NEW YORK -- The Phillies tormented the New York Mets one final time before the All-Star break Sunday afternoon, scoring four times in the first inning on their way to an 8-3 victory at Citi Field.
Aaron Nola remained in ace mode, allowing just one earned run and three hits over 6 ⅔ innings. Catcher J.T. Realmuto, the team’s lone All-Star, remained a hot hitter with a two-run double that put the Phillies up 3-0 in the first inning. And Jay Bruce contributed two more home runs, his ninth and 10th in 28 games since joining the Phillies.
It was nice and neat, but it could not erase the question that is on the mind of every Phillies fan ahead of Tuesday’s All-Star Game in Cleveland: What the heck is wrong with this team?
Sure, they are still very much alive in their quest to end a seven-year playoff drought, but everybody was expecting so much more from the team that added Bryce Harper, Realmuto, Jean Segura, Andrew McCutchen and David Robertson.
The Phillies aren’t supposed to be nearly a week’s worth of games behind the Atlanta Braves in the National League East, especially when they were 3 ½ games ahead of them near the end of May. But that’s the reality and it’s not difficult to understand why it has happened.
Even though the shiny new offense underachieved, it is not the primary reason the Phillies (47-43) are only four games above .500 at the break. The offense also will not be the main concern when the season resumes Friday against the Washington Nationals at Citizens Bank Park. The Phillies have averaged 4.9 runs per game, which puts them among the upper half of teams in baseball. Did we expect more home runs than the 115 they have hit? Yes, especially in this juiced-ball era. But the Phillies have hit more doubles than all but six teams in baseball and are 14th in extra-base hits. They hit enough to win and Bruce has helped keep the offense going even after the season-ending loss of McCutchen.
Pitching has been the Phillies’ biggest problem for multiple reasons and it will remain the primary concern in the second half. Injuries, of course, played a factor. The Phillies’ bullpen ERA at the break is 4.76, 20th in baseball and 10th in the National League. Remarkably, three of the four teams below them are in their division.
“I don’t want to pin our struggles and our adversity in the first half on any one area in particular,” manager Gabe Kapler said after his team won for the seventh time in eight games against the Mets. “I just don’t think that would tell a complete story. However, I do think the injuries that we’ve had in our bullpen have been impactful for us.”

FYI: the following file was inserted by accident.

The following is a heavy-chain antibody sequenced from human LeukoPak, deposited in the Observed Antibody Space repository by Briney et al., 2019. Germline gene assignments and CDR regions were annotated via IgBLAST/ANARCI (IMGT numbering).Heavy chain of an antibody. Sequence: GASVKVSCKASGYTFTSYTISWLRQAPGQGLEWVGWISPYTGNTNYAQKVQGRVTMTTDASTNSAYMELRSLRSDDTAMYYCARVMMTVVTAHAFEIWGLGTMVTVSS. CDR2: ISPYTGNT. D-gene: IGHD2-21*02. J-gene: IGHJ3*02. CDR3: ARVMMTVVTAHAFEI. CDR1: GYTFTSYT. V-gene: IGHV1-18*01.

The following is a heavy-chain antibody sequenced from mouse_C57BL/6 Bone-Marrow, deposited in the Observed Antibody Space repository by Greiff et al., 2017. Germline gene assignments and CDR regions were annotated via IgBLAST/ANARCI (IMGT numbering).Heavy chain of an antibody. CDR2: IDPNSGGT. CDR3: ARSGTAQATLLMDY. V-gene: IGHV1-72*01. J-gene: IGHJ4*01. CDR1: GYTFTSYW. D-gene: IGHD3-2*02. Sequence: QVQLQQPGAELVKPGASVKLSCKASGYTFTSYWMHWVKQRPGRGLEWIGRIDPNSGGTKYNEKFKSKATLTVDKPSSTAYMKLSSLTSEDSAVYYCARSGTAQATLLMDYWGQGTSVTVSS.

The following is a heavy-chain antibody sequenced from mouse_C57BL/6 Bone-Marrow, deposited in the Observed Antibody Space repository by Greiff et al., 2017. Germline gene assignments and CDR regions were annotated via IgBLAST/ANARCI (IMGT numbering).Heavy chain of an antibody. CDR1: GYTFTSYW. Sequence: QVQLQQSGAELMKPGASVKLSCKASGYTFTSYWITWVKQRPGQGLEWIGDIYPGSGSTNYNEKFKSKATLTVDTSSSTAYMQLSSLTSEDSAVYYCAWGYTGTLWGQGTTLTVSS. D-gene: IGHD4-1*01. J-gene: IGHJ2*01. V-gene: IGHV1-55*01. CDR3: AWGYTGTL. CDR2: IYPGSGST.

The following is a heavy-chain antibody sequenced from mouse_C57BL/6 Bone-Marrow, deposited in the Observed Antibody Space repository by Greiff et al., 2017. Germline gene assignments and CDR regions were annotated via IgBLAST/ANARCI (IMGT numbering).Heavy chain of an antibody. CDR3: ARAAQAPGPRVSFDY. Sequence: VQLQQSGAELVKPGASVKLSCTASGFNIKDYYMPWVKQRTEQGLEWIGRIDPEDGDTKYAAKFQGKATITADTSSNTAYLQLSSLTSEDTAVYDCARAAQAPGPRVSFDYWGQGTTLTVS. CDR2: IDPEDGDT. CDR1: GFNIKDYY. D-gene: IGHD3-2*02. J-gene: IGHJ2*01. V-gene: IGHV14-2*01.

The Phillies had eight relievers spend time on the injured list in the first half and they used 23 relievers overall, including position players Sean Rodriguez and the departed Aaron Altherr. The biggest loss was Robertson, who has been sidelined since mid-April with elbow soreness. He could return late this month. Veteran Tommy Hunter has looked sharp in four scoreless appearances since his return from a forearm strain.
“I believe that we’ve weathered the storm,” Kapler said before listing a group of relievers that could right the ship in the second half. His list included Robertson, Hunter, Adam Morgan, Seranthony Dominquez, and Jose Alvarez. Hector Neris, of course, was the Phillies’ most reliable reliever in the first half.
But just as the bullpen appears to be getting back on course, the rotation has become an even bigger concern than it already was. With Nola pitching like an ace again, the Phillies still rank 11th in the National League and 17th in baseball with a 4.53 rotation ERA. Every rotation in the National League East has a lower ERA than the Phillies.
Injuries are not to blame, however. Phillies general manager Matt Klentak decided before the season that the rotation could count on the trio of Nick Pivetta, Vince Velasquez, and Zach Eflin -- and he also overestimated the depth of the starting pitching in the minor-league system.
Eflin provided the Phillies with some consistency in the first half, but his ERA was headed north in a hurry during his final three outings before the break. It also now appears as if Jake Arrieta could be headed to the injured list with a bone spur in his elbow. He will spend his All-Star break being examined by team doctors in Philadelphia after being knocked around in Saturday night’s loss to the Mets.
Arrieta’s ERA over his last 11 starts is 5.57, so even if the Phillies get good news on the injury front this week they still have to figure out how to get him right on the mound again.
Kapler’s answer Sunday about the Phillies’ rotation concerns was not nearly as reassuring as his bullpen fix.
“What we’ve seen recently is Nola return to form and we also have hope and trust that some of our other guys will step up,” Kapler said.
It’s far more likely that change is going to be needed and that’s a job that Klentak must complete in the next 3 ½ weeks before the July 31 deadline.